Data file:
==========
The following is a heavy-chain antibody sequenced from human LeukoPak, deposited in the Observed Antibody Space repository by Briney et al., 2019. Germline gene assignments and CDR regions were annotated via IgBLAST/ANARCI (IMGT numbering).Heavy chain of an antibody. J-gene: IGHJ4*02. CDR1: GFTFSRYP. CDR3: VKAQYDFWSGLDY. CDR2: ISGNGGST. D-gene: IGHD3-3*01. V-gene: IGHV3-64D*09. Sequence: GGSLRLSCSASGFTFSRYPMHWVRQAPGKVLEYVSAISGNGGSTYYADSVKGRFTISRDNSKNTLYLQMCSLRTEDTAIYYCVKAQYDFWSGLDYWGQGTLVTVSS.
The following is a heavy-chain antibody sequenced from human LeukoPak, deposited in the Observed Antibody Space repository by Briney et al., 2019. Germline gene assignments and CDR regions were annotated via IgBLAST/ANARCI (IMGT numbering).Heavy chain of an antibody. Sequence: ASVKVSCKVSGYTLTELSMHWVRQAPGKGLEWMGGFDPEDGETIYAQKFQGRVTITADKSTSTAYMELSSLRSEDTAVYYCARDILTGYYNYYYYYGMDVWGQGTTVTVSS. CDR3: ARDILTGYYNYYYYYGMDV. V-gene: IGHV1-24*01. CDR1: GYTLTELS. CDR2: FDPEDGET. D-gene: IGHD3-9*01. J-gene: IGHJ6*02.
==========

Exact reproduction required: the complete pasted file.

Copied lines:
The following is a heavy-chain antibody sequenced from human LeukoPak, deposited in the Observed Antibody Space repository by Briney et al., 2019. Germline gene assignments and CDR regions were annotated via IgBLAST/ANARCI (IMGT numbering).Heavy chain of an antibody. J-gene: IGHJ4*02. CDR1: GFTFSRYP. CDR3: VKAQYDFWSGLDY. CDR2: ISGNGGST. D-gene: IGHD3-3*01. V-gene: IGHV3-64D*09. Sequence: GGSLRLSCSASGFTFSRYPMHWVRQAPGKVLEYVSAISGNGGSTYYADSVKGRFTISRDNSKNTLYLQMCSLRTEDTAIYYCVKAQYDFWSGLDYWGQGTLVTVSS.
The following is a heavy-chain antibody sequenced from human LeukoPak, deposited in the Observed Antibody Space repository by Briney et al., 2019. Germline gene assignments and CDR regions were annotated via IgBLAST/ANARCI (IMGT numbering).Heavy chain of an antibody. Sequence: ASVKVSCKVSGYTLTELSMHWVRQAPGKGLEWMGGFDPEDGETIYAQKFQGRVTITADKSTSTAYMELSSLRSEDTAVYYCARDILTGYYNYYYYYGMDVWGQGTTVTVSS. CDR3: ARDILTGYYNYYYYYGMDV. V-gene: IGHV1-24*01. CDR1: GYTLTELS. CDR2: FDPEDGET. D-gene: IGHD3-9*01. J-gene: IGHJ6*02.